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This article advocates a more comprehensive understanding of job performance and organizational citizenship behavior (OCB) than that employed by earlier researchers on those topics.Using the intellectual heritage of the word “citizenship” from political philosophy and related disciplines, OCB is positioned as the organizational equivalent of citizen responsibilities, of which there are three categories: obedience, loyalty, and political participation.We recognize that DMSO is primarily a policy-making body and that, as an organization, it does not sponsor or execute specific modeling projects.
Between these extremes there is a need for data derived from high-fidelity simulations and war games and for data from laboratory analogs to military tasks.
Examples of high-fidelity data of value to the modeler are communication logs and mission scenarios.
It is not enough simply to advocate the collection of these data.
There also must be procedures to ensure that the data are codified and made available in a form that can be utilized by all the relevant communities—from military staffs who need to have confidence in the models to those in the academic sphere who will develop the next generation of models.
Together, as illustrated in Figure 13.1, these initiatives constitute a program plan for human behavior representation development for many years to come.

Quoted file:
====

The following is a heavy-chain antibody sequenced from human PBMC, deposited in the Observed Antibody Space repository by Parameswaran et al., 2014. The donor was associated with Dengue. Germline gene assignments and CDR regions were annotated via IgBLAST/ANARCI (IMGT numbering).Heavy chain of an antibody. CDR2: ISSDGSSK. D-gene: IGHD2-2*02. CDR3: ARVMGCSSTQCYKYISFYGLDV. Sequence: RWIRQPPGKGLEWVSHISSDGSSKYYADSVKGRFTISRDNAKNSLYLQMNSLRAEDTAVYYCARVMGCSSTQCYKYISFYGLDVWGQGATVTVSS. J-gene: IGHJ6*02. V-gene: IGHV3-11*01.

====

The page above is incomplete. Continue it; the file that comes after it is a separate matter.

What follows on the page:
Work on achieving these short-, intermediate-, and long-term goals should begin concurrently.Some of these data, such as communication logs from old war games, already exist; however, they need to be categorized, indexed, and made generally available.Individual model and theory builders should be able to find out what data exist and obtain access to specific data on request.Examples of salient field research are studies of the effects of fatigue on troop movement speeds and the gathering of quantitative data on the communication patterns within and across echelons in typical joint task force command and control exercises.Examples of laboratory work that has importance for real-world contexts are studies of the orientation of behavior to coordinated acoustic and visual stimuli and studies of the relationship between risk taking and information uncertainty.The panel recommends that these efforts proceed in accordance with four themes, listed below in order of priority and discussed in more detail in the following subsections: As indicated on the left of Figure 13.1, the panel has concluded that all levels of model development depend on the sustained collection and dissemination of human behavior data.Figure 13.2 expands on this requirement by elaborating the range of data collection needs, which extend from real-world field data to laboratory studies of basic human capacities.Finally, the advantages of using OCB as a global measure of individual behavior at work are defended.The area of human behavior representation is at least as important to the mission of the Defense Modeling and Simulation Office (DMSO) as the area of modeling of the battlefield environment, yet at the time of this study, human behavior representation was receiving only a fraction of the resources assigned to modeling of the environment.For the intermediate term (as shown in the center of the figure), we believe DMSO should extend the scope of useful task analysis and encourage sustained model development in focused areas.And for the long term (as shown on the right hand side of the figure), we believe DMSO should advocate theory development and behavioral research that can lead to future generations of models of human and organizational behavior.